Hundreds of doctors call for more scrutiny into DeSantis' surgeon general nominee
A letter to state senators from the national group Committee to Protect Health Care outlined a series of questions about Dr. Joseph Ladapo’s positions, including his opposition to required masks in schools.
More than 350 Florida doctors signed a letter asking the state Senate to closely scrutinize Gov. Ron DeSantis’ selection for surgeon general before confirm the nomination during next year's legislative session.
The letter Tuesday outlined a series of questions about nominee Dr. Joseph Ladapo’s positions, including his opposition to required masks in schools. Many of his approaches to the COVID pandemic put him into conflict with the recommendations of the federal Centers for Disease Control and Prevention and the American Academy of Pediatrics on masks for children.
The letter was sent by the Committee to Protect Health Care, a national advocacy organization that includes medical professionals and is dedicated to protect and expand health care for all Americans.
“As a physician, I’m honestly concerned that Dr. Ladapo’s actions around the pandemic thus far have been not just unhelpful, but dangerous,” Bernard Ashby, a Miami cardiologist and Florida state lead for the Committee to Protect Health Care, said in a statement.
The letter also calls on the Republican-controlled Senate to look into Ladapo’s alleged ties to American Frontline Doctors, a conservative political group accused of spreading misinformation about COVID-19.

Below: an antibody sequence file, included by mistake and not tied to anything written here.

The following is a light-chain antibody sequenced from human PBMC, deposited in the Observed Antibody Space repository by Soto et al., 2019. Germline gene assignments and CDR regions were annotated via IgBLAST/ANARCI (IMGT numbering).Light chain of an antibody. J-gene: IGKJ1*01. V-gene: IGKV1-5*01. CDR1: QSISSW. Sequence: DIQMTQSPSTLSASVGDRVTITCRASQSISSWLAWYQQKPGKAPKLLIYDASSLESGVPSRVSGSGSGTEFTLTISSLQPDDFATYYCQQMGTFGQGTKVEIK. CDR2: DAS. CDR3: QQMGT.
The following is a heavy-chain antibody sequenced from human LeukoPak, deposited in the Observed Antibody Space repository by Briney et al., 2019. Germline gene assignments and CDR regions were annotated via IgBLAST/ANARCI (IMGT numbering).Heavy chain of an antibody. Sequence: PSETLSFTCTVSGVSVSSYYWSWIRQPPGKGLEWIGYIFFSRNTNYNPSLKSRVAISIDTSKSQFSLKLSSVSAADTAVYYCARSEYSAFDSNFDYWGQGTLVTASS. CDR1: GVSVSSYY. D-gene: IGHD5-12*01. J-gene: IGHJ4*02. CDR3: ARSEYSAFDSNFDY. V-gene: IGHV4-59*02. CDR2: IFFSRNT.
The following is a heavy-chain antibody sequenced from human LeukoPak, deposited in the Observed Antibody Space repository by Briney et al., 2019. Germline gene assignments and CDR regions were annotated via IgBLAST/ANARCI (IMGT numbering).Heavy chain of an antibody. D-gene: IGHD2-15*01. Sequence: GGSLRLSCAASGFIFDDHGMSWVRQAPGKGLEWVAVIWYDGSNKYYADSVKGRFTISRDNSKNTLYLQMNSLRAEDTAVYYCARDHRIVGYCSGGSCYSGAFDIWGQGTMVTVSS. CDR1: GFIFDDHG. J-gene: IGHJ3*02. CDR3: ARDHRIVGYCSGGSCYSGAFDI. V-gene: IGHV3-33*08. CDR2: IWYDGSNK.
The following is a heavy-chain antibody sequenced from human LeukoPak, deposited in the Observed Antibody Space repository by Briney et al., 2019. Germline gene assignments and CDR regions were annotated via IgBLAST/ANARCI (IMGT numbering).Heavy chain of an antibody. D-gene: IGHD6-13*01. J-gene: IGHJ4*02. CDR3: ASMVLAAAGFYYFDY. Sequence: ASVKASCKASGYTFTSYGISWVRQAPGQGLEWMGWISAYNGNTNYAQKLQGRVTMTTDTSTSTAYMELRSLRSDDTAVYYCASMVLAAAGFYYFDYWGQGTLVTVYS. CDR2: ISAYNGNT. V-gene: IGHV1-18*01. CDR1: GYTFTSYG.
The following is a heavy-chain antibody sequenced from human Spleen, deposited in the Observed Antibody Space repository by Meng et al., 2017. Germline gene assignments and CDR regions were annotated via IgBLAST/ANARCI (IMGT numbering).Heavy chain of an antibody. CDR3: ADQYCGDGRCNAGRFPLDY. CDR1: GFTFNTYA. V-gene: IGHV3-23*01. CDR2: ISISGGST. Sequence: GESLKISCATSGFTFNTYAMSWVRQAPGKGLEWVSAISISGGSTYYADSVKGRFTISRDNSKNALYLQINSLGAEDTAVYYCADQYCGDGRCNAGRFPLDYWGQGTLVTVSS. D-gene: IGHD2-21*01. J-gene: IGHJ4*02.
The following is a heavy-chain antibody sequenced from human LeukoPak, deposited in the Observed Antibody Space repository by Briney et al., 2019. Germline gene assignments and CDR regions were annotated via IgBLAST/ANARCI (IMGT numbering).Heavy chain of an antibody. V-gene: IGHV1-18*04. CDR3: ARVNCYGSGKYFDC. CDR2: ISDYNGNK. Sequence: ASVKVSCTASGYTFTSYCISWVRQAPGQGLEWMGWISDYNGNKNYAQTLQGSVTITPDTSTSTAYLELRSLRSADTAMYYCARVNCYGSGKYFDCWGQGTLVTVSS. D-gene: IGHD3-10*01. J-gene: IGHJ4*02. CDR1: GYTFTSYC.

Among the letter's signees is Dr. Leonardo Alonso, a Jacksonville emergency physician, who worries patients will get confused with someone at the top spreading misinformation.
“I see a significant amount of people in the emergency department that are not vaccinated unfortunately even this late in the game, and you know I ask them why and you get different answers,” Alonso said. “The paranoia is limitless and then to throw a doctor or a medical doctor to make some of these ridiculous claims he's making in a position of authority just muddies the water even more.”
DeSantis announced his nomination Sept. 21, when Ladapo criticized fear of COVID as a foundation for making public health decisions.
“Florida will completely reject fear as a way of making policies in public health,” Ladapo said.
Ladapo, who earned his medical degree at Harvard Medical School, has worked as an associate professor at UCLA’s David Geffen School of Medicine but recently received a professorship at the University of Florida College of Medicine.
Information from News Service of Florida was used in this report.
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